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SpringSource acquires Hyperic, with eye to take on IBM, Microsoft

The open-source leader in Java development has acquired IT management vendor Hyperic, a move that signals a new phase of commercial open-source competition.

SpringSource announced Monday its acquisition of Hyperic, a move that signals a new phase of commercial open-source competition.

Until recently, open-source vendors like SpringSource seemed content to play the low-cost commodity foil to the broader product portfolios of their proprietary peers. No more.

SpringSource, the company behind the Spring Framework, the leading open-source application framework for Java, has been nudging beyond its roots for some time. Most recently, SpringSource announced commercial support for Tomcat, arguably the world's most prevalent Java application server. It has also released tools to expedite and facilitate the development of Java applications.

In these ways, it has continued its march toward a more complete Java development model and, in the process, has girded its ability to monetize the otherwise free and open-source Spring Framework. With over half the Fortune 2000 as users of the Spring Framework, it is this ability to turn users into paying customers that has been perhaps most critical to SpringSource's product plans.

With Hyperic, SpringSource completes its vision to provide a "complete suite of software products that accelerate the entire build, run, manage enterprise Java application lifecycle," and moves from framework provider to a true solution provider--one that competes directly with IBM and Microsoft.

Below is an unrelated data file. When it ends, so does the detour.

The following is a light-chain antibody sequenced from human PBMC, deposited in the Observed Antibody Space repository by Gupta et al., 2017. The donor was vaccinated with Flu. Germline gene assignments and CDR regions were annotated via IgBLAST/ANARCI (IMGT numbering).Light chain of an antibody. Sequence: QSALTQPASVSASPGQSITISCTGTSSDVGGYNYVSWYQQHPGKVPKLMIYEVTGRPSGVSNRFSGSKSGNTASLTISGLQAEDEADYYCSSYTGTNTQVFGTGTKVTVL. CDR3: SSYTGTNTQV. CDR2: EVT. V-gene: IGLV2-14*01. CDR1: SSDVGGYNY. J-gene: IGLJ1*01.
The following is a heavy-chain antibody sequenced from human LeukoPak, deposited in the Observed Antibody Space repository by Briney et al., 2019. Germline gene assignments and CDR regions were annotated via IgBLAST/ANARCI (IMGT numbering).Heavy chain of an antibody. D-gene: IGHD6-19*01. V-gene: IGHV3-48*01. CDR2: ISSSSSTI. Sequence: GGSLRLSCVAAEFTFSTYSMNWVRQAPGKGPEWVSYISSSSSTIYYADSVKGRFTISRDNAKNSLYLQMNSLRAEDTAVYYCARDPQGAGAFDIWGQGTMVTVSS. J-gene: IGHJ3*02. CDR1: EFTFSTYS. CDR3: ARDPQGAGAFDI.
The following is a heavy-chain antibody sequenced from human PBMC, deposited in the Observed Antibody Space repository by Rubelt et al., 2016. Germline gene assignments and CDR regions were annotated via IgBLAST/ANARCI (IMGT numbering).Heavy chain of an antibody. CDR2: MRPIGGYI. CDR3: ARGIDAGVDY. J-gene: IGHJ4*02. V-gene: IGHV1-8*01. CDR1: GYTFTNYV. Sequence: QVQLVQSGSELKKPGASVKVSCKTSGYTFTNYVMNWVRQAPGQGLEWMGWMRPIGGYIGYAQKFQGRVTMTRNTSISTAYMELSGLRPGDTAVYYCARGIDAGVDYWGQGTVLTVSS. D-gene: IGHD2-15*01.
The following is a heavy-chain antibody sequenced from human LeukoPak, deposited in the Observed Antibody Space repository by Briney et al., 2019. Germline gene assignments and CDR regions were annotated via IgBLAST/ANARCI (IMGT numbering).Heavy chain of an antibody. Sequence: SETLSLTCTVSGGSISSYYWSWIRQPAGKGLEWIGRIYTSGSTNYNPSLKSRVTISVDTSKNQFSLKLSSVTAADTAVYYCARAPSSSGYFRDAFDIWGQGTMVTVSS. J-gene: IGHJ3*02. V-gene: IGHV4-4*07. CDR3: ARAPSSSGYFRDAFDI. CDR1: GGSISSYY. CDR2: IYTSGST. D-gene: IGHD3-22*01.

The acquisition of Hyperic cements a longstanding partnership between the two companies. SpringSource has been OEM'ing Hyperic's technology since 2007. By acquiring Hyperic, however, SpringSource makes it possible to fully manage the applications that its customers build using the Spring Framework.

As Javier Soltero, CEO of Hyperic, told me in a phone interview:

The SpringSource philosophy has always been about making it easier to build enterprise-grade Java applications. But the pillar of this acquisition is about offering the full application lifecycle: build the applications, run those applications, and then manage those applications using Hyperic.

This is more than a marriage of code. It's about merging the best people in IT management with the best in Java application development. It gives us broader and deeper visibility up and down the software stack and across a company's network and data center, including virtualization and cloud computing environments. It means that we've just reduced and, in some cases, eliminated the gap between application development and IT operations.

Soltero will become CTO of management products with SpringSource.

I asked Soltero about speculation that this acquisition was simply the fulfillment of a whim on the part of Peter Fenton of Benchmark Capital, a Silicon Valley venture capitalist who has invested in both SpringSource and Hyperic and is an active investor in a range of open-source companies. As Soltero explained it, while "Benchmark is of course happy with the combination," it was not involved in promoting it and, for legal reasons, could not be involved.

Regardless, the SpringSource/Hyperic combination creates a clear and present danger to IBM and Microsoft, two companies that have largely stood alone in the ability to build, run, and manage applications. It's also a significant boon to companies looking to open source to save money and improve productivity.

Is it a sign of good things to come from not only SpringSource, but also open source, generally? Time will tell, but I suspect we're on the cusp of an aggressive and ambitious new phase in open-source competition.

Follow me on Twitter @mjasay.